|Chi was born in Wuxi, Jiangsu, China in 1912. He first began exhibiting his work at the annual art exhibitions in Shanghai in 1940. In 1966 he received the National Arts Club Gold Medal for Lifetime Achievement.|
Chi's works have been shown extensively throughout the United States and he was the first living Chinese artist to be honored with a one-man retrospective of his oeuvre at Versailles, in conjunction with the first World Cultural Summit in June 2000.
|Biography from Altermann Galleries and Auctioneers, II:|
|Chen Chi (b. 1912)|
Born in Wu-sih, Kiangsu, China, Chen Chi enrolled in an art school that emphasized Western techniques rather than traditional Chinese painting. During this time, Chi sought new aesthetic expressions and ideals at a time when China was searching for a new life. From 1942 to 1946, he was an Instructor of Watercolor at St. Johns University in Shanghai. In 1947, he came to the United States, becoming a citizen in 1964. During the 1960’s and 70’s, Chi was a visiting professor at Pennsylvania State College and Utah State University.
During his long and successful career, Chi has received numerous honors, including the National Art Club Medal of Honor. A member of the American Watercolor Society, Chi earned their 1955 Special Award for the Watercolor of the Year, as well as the 99th Annual Grand Award with Gold Medal of Honor in 1996. Chi is also a member of the National Academy of Design, and a former director of the Audubon Society.
Louis Zona, the director at the Butler Institute of American Art stated "Chen Chi is the undisputed world master of the watercolor medium and has held the distinction since World War II. Every watercolor artist in the world not only reveres his work but has at one time or another been influenced by it. He is to the medium of watercolor what Olivier is to the theater."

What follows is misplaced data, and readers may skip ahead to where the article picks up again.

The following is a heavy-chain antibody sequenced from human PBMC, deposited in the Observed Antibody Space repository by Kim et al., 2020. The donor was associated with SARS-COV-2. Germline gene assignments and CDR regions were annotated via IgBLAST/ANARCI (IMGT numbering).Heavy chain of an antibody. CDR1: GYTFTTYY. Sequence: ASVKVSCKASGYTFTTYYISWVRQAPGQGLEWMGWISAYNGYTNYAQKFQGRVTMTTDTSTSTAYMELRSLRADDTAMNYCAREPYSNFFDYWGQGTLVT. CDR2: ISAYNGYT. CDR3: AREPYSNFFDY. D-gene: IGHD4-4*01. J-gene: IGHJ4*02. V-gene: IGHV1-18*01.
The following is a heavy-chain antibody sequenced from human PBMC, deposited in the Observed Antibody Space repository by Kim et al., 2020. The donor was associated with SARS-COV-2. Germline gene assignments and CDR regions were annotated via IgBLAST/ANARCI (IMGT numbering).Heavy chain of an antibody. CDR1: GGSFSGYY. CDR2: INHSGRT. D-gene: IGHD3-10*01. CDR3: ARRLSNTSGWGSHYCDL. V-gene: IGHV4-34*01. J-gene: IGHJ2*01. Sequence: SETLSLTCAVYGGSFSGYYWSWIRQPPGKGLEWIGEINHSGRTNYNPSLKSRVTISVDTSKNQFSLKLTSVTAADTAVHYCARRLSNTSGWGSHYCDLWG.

Chi now lives in New York City, a town that has inspired some of his best-known work, including his watercolors portraying performances at the Metropolitan Opera House and paintings of Central Park at different times of the year.
His work has been shown at the Metropolitan Museum of Art in New York City, the Whitney Museum of American Art, the American Academy of Arts and Letters, the Brooklyn Museum of Art in New York and the Los Angeles County Museum of Art, in California.
In a letter commemorating Chi’s contribution to the art of New York City, Mayor Michael R. Bloomberg wrote “Your ingenuity and amazing watercolors have inspired generations of artists, and your paintings of New York’s great treasures, including the Metropolitan Opera House and Central Park, are especially meaningful to our City.”
Reference: Tribune Chronicle 8/9/2001, http://digitalconsciousness.com/chenchi/chenchibio.html, http://www.elizabethwanggallery.com/,
|** If you discover credit omissions or have additional information to add, please let us know at registrar@AskART.com.|